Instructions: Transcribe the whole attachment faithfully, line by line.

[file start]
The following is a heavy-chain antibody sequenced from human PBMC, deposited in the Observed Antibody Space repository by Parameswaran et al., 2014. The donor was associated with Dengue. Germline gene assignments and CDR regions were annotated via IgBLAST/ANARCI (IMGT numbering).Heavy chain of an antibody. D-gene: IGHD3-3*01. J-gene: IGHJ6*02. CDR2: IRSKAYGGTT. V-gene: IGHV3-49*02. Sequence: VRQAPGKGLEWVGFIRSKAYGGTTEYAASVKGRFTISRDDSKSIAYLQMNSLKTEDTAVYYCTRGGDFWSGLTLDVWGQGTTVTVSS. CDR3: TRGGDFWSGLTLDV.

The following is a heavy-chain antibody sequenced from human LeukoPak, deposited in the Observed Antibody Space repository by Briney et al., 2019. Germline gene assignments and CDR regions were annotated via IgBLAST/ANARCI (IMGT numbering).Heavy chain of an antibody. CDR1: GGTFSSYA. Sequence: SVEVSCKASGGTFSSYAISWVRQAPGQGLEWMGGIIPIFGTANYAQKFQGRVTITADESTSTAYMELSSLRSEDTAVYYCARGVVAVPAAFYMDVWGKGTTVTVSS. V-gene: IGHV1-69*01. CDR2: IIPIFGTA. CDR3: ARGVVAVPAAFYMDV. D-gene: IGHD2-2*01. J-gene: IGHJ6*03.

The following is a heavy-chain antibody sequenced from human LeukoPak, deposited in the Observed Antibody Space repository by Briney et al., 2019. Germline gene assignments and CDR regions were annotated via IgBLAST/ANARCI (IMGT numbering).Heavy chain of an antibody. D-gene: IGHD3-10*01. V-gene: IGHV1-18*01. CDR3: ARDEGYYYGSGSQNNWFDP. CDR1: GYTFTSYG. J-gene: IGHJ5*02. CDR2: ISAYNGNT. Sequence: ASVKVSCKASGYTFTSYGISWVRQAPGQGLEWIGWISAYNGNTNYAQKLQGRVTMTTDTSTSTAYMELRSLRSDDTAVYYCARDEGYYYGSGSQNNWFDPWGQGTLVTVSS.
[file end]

The following is a heavy-chain antibody sequenced from human PBMC, deposited in the Observed Antibody Space repository by Parameswaran et al., 2014. The donor was associated with Dengue. Germline gene assignments and CDR regions were annotated via IgBLAST/ANARCI (IMGT numbering).Heavy chain of an antibody. D-gene: IGHD3-3*01. J-gene: IGHJ6*02. CDR2: IRSKAYGGTT. V-gene: IGHV3-49*02. Sequence: VRQAPGKGLEWVGFIRSKAYGGTTEYAASVKGRFTISRDDSKSIAYLQMNSLKTEDTAVYYCTRGGDFWSGLTLDVWGQGTTVTVSS. CDR3: TRGGDFWSGLTLDV.

The following is a heavy-chain antibody sequenced from human LeukoPak, deposited in the Observed Antibody Space repository by Briney et al., 2019. Germline gene assignments and CDR regions were annotated via IgBLAST/ANARCI (IMGT numbering).Heavy chain of an antibody. CDR1: GGTFSSYA. Sequence: SVEVSCKASGGTFSSYAISWVRQAPGQGLEWMGGIIPIFGTANYAQKFQGRVTITADESTSTAYMELSSLRSEDTAVYYCARGVVAVPAAFYMDVWGKGTTVTVSS. V-gene: IGHV1-69*01. CDR2: IIPIFGTA. CDR3: ARGVVAVPAAFYMDV. D-gene: IGHD2-2*01. J-gene: IGHJ6*03.

The following is a heavy-chain antibody sequenced from human LeukoPak, deposited in the Observed Antibody Space repository by Briney et al., 2019. Germline gene assignments and CDR regions were annotated via IgBLAST/ANARCI (IMGT numbering).Heavy chain of an antibody. D-gene: IGHD3-10*01. V-gene: IGHV1-18*01. CDR3: ARDEGYYYGSGSQNNWFDP. CDR1: GYTFTSYG. J-gene: IGHJ5*02. CDR2: ISAYNGNT. Sequence: ASVKVSCKASGYTFTSYGISWVRQAPGQGLEWIGWISAYNGNTNYAQKLQGRVTMTTDTSTSTAYMELRSLRSDDTAVYYCARDEGYYYGSGSQNNWFDPWGQGTLVTVSS.